Officers will sometimes attempt to coerce defendants into talking, even after they have made it clear they’d rather remain silent. They may threaten to subpoena you as a way of convincing you to talk. Remember that anything you say to police could possibly be used against you in a court of law, regardless of whether or not they claim the conversation is “off the record.” If officers continue to badger you or ask you questions after asking them not to, you could file charges for harassment if they use threats or intimidation to make you talk. Should you be charged with a crime, any verbal evidence that was obtained from such questioning could be suppressed in court, since it would obviously be tainted.
Searches and Seizures
The Bill of Rights protects people against unlawful searches and seizures. The Fourth Amendment to the U.S. Constitution gives people the right to be “secure in their persons, houses, papers and effects”, and requires criminal justice workers to have “probable cause” to search a particular area. Exactly what constitutes a search or seizure as well as what determines probable cause have been the subject of much debate over the years, with the decision as to what’s acceptable being based on the totality of the circumstances.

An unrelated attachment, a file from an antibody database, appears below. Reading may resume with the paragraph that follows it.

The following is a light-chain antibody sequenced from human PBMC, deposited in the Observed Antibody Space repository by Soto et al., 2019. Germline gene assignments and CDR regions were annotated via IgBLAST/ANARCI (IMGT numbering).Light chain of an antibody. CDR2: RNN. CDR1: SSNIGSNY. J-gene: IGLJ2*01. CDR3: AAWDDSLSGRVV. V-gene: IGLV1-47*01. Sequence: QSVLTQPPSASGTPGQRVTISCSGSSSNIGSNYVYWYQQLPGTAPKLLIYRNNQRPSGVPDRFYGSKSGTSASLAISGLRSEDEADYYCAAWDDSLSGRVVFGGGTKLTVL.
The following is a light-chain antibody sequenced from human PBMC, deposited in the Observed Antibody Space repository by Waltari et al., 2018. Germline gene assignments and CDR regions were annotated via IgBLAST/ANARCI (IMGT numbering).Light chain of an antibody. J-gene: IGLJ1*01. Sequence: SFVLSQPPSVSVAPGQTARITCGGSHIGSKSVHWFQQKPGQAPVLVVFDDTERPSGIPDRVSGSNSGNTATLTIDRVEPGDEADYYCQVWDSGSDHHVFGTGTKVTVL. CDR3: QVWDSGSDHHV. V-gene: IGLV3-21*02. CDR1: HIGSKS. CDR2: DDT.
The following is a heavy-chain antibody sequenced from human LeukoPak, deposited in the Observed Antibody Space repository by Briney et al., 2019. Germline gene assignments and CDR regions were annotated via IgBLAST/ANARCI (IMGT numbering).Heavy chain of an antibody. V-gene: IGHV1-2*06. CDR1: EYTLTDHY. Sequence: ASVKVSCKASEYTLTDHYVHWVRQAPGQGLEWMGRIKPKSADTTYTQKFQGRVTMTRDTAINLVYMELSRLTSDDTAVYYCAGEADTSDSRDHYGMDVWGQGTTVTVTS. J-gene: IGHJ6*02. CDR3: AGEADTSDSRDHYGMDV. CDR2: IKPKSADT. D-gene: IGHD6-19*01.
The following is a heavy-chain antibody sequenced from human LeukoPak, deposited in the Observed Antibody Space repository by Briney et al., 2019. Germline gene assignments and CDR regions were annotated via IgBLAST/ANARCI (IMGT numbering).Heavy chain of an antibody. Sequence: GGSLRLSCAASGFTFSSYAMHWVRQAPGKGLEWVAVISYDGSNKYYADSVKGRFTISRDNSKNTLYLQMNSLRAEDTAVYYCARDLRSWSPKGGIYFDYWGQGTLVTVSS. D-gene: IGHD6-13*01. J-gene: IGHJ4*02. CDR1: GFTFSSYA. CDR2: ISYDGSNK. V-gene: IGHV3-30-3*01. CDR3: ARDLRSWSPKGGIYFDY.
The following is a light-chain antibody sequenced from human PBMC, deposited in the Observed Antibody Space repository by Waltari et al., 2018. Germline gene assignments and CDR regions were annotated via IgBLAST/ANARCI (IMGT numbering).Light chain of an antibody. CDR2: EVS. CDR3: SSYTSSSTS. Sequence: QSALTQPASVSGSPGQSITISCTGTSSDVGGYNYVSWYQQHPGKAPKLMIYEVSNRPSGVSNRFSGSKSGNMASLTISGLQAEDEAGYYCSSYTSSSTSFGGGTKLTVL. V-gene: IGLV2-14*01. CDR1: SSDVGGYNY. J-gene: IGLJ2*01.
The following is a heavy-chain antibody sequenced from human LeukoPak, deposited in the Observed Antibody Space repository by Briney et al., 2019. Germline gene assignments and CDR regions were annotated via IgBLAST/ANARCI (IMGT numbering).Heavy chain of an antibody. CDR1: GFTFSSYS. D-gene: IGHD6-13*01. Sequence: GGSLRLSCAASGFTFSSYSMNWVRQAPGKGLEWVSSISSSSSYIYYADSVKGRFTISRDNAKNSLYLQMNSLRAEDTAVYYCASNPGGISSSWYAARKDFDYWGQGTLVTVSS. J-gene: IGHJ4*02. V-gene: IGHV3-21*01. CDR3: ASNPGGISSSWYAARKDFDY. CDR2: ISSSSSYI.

If police feel they do have probable cause, they will need to bring the matter before a judge, who will then sign a search warrant. A valid search warrant should contain:
- An affidavit that provides details about a particular crime and provides the basis for the search. The names of informants may be suppressed for privacy reasons
- The type of evidence being sought. The items should be described with as much detail as possible, to include make, model, color and serial number whenever possible
- Where the search is to take place, which should include the physical address and description of the grounds or building